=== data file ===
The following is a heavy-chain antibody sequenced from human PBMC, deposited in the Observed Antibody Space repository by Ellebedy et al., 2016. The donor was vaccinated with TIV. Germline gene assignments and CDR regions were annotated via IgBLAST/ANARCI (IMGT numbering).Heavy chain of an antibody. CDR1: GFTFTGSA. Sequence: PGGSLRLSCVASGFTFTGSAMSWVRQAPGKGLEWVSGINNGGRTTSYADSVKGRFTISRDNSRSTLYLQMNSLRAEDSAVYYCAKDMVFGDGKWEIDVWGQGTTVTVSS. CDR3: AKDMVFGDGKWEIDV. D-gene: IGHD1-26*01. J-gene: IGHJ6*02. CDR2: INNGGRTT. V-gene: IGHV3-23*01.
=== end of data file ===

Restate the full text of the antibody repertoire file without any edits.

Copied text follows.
The following is a heavy-chain antibody sequenced from human PBMC, deposited in the Observed Antibody Space repository by Ellebedy et al., 2016. The donor was vaccinated with TIV. Germline gene assignments and CDR regions were annotated via IgBLAST/ANARCI (IMGT numbering).Heavy chain of an antibody. CDR1: GFTFTGSA. Sequence: PGGSLRLSCVASGFTFTGSAMSWVRQAPGKGLEWVSGINNGGRTTSYADSVKGRFTISRDNSRSTLYLQMNSLRAEDSAVYYCAKDMVFGDGKWEIDVWGQGTTVTVSS. CDR3: AKDMVFGDGKWEIDV. D-gene: IGHD1-26*01. J-gene: IGHJ6*02. CDR2: INNGGRTT. V-gene: IGHV3-23*01.